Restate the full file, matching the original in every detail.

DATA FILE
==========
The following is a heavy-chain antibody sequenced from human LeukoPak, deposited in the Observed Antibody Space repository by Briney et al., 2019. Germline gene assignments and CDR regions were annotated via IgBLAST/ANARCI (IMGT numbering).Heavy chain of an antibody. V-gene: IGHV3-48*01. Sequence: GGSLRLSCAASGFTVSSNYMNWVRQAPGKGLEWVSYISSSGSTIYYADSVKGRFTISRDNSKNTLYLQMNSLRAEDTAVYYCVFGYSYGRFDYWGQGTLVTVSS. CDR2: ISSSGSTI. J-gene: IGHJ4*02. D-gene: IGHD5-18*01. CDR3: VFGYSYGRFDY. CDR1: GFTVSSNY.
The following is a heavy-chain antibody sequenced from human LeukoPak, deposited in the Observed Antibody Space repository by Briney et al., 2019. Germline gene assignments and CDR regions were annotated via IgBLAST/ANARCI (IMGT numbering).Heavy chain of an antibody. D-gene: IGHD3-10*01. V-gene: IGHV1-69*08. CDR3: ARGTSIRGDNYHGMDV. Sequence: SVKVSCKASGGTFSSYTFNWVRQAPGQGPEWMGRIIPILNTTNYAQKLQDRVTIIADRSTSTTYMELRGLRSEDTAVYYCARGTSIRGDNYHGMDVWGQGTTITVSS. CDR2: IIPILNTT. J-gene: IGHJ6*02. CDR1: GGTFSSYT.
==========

The following is a heavy-chain antibody sequenced from human LeukoPak, deposited in the Observed Antibody Space repository by Briney et al., 2019. Germline gene assignments and CDR regions were annotated via IgBLAST/ANARCI (IMGT numbering).Heavy chain of an antibody. V-gene: IGHV3-48*01. Sequence: GGSLRLSCAASGFTVSSNYMNWVRQAPGKGLEWVSYISSSGSTIYYADSVKGRFTISRDNSKNTLYLQMNSLRAEDTAVYYCVFGYSYGRFDYWGQGTLVTVSS. CDR2: ISSSGSTI. J-gene: IGHJ4*02. D-gene: IGHD5-18*01. CDR3: VFGYSYGRFDY. CDR1: GFTVSSNY.
The following is a heavy-chain antibody sequenced from human LeukoPak, deposited in the Observed Antibody Space repository by Briney et al., 2019. Germline gene assignments and CDR regions were annotated via IgBLAST/ANARCI (IMGT numbering).Heavy chain of an antibody. D-gene: IGHD3-10*01. V-gene: IGHV1-69*08. CDR3: ARGTSIRGDNYHGMDV. Sequence: SVKVSCKASGGTFSSYTFNWVRQAPGQGPEWMGRIIPILNTTNYAQKLQDRVTIIADRSTSTTYMELRGLRSEDTAVYYCARGTSIRGDNYHGMDVWGQGTTITVSS. CDR2: IIPILNTT. J-gene: IGHJ6*02. CDR1: GGTFSSYT.